ON 1 September 2007, a state funeral was held in the village of Gahlour in Bihar. As Chief Minister Nitish Kumar, Bihar assembly speaker Uday Narayan Choudhary, other legislators and vips looked on, Dashrath Manjhi’s body was draped in the tricolour and given a Brahminical cremation.
Strictly speaking, only current and former ministers are entitled to a state funeral. (Exceptions have been made in the past for celebrities like Bal Thackeray, Mother Teresa and Sathya Sai Baba.) Manjhi was merely a landless farmer. He was also from the Musahar community, among the lowest of Bihar’s Scheduled Castes, whose traditional profession is to dig through holes after the harvest and scrounge for grain stored by bandicoot rats (and often eat the rats if they couldn’t get enough grain). For such a man to get such an honour in a country where class and caste are such an obstacle was truly extraordinary.
Then again, there’s little about Manjhi’s life that is ordinary. For 22 years, he spent every day single-handedly cutting a path through a mountain, a one-man public works department who managed to connect his village with the neighbouring town. Initially dismissed by fellow villagers as a madman, his relentless efforts made him a folk hero. A number of documentaries have been made about him; he has been featured on Aamir Khan’s Satyameva Jayate. Now director Ketan Mehta is planning a biopic, The Mountain Man, starring Nawazuddin Siddiqui, to be released later this year. “In these cynical times,” says Mehta, “this is an amazing story of the poorest of the poor achieving the impossible.”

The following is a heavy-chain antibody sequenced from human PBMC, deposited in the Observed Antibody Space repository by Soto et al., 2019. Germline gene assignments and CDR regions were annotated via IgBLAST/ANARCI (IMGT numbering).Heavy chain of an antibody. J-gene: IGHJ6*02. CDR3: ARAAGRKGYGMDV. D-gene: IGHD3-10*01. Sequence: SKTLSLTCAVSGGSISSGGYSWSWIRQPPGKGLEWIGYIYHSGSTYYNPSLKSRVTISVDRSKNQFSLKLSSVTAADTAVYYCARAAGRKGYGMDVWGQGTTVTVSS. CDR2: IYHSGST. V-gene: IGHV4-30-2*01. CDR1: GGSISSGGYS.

Gahlour is a hamlet of about 30 houses cut off from civilisation by the craggy mountains that form the Chota Nagpur Plateau; the closest town, Wazirganj, was some 70 km away. That is until Manjhi began chipping away at the mountain. In 1959, the story goes, he was waiting on a hot summer day for his wife Faguni Devi to return with a pot of water.
She returned without any water, having fallen on the treacherous rocky path and injured herself. Tired of this great obstacle that separated Gahlour’s labourers from their farms, the children from their schools and the sick from the closest hospital — Faguni herself would die a few days later of an illness because he couldn’t get her to hospital in time — Manjhi decided to take it upon himself to remove that obstacle. He traded his goat for a hammer and chisel, and spent the next 22 years trying to forge a road through the mountain. “I knew if I did not do it myself,” he told TEHELKA shortly before his death, “neither would the government do it nor would the villagers have the will and determination.” By 1982, he was done; a 360-foot long, 30-foot high and 25-foot wide passage cut through the valley he had created, reducing the distance to 7 km.
Siddiqui, who believes that Manjhi’s story could “fascinate any actor in the world”, calls the role his most challenging yet. “Mentally, it’s hard to capture how someone can keep alive that jazba for 22 years. Physically, it’s hard to even lift the hammer that he used, let alone swing it.” It is an inspirational tale, he says, of someone taking the initiative and working to improve his community’s life. Indeed, the State did little for Manjhi. In 1968, he famously walked along the railway line to Delhi to meet then agriculture minister Babu Jagjivan Ram and ask the government to build the road. His pleas were not heard. He would later petition chief ministers Lalu Prasad Yadav and Nitish Kumar to have the road metalled. Though Kumar promised to do so, the road remains a dirt track.
A dirt track, yes, but Mehta and Siddiqui and so many others fascinated by Manjhi’s story think of it as no less than a poor man’s Taj Mahal. It is, after all, a labour of love, a testament to one man’s devotion to his deceased wife. “Shah Jahan took 22 years to build the Taj,” says Mehta. “Manjhi took the same time, without any help. It is a triumph of the human will.”